Like I said, it was a few years ago. It was later than I usually run, and I was startled when this man appeared from the trees in front of me. The sun was about as low as it is now and setting behind him, so for a moment he was just a dark silhouette beside dark evergreens, and he was walking fast and looking first behind him and then at me, a two-dimensional figure in an abstract landscape. “Please,” he said in an accent I couldn’t place, and as he approached, the shadow became a person, a young black man wearing a stocking cap and Vikings jersey and the kind of shoes that I associate with nurses. “Please,” he said, “can you help?” He gestured toward the woods. “There’s something back there, a person, I think, in blankets.”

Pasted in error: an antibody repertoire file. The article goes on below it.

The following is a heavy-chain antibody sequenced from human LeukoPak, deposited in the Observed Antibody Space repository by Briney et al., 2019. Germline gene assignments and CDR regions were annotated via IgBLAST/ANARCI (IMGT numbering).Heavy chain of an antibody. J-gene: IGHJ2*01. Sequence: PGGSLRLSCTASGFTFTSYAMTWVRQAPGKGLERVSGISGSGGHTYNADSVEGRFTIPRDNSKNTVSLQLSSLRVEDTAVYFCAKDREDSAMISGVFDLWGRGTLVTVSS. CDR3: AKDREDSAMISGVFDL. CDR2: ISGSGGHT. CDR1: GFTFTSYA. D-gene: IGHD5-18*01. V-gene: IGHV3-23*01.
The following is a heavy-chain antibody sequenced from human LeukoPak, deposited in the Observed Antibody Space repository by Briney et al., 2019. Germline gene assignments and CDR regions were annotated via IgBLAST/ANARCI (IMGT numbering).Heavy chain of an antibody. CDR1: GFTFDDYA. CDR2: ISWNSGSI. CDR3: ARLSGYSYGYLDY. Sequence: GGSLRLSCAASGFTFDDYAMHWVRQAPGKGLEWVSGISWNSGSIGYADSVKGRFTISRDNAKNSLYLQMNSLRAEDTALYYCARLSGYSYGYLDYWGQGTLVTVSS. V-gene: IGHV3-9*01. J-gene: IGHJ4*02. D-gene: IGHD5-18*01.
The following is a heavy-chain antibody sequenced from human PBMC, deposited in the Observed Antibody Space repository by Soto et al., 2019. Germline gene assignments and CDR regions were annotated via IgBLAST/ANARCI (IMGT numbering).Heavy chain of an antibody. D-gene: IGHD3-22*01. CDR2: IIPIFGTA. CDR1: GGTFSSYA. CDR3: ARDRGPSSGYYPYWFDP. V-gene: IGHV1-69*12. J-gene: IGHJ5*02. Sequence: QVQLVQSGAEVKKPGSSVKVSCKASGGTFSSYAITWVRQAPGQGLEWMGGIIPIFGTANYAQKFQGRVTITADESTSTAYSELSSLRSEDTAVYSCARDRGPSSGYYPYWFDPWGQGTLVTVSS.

So I walked into the trees with this guy, who stayed a few feet behind me, and I was thinking that I don’t have my wallet – I’m in running shorts and a t-shirt – so there’s nothing he can steal, but I do have my house keys, and if this guy jumps me, what will I do? About thirty yards in there’s something on the ground in front of some long cattails, but I couldn’t make out what it was. I was thinking this would be a good setup for an ambush and looked around to see if anyone was hiding behind a tree or something, and then I thought, geez, I’ve seen way too many television shows. “There, right there,” the guy said, and pointed at what I was already looking at. “That’s someone, yes?” It was all shadow, but I thought I could make out blankets, maybe in the shape of a body.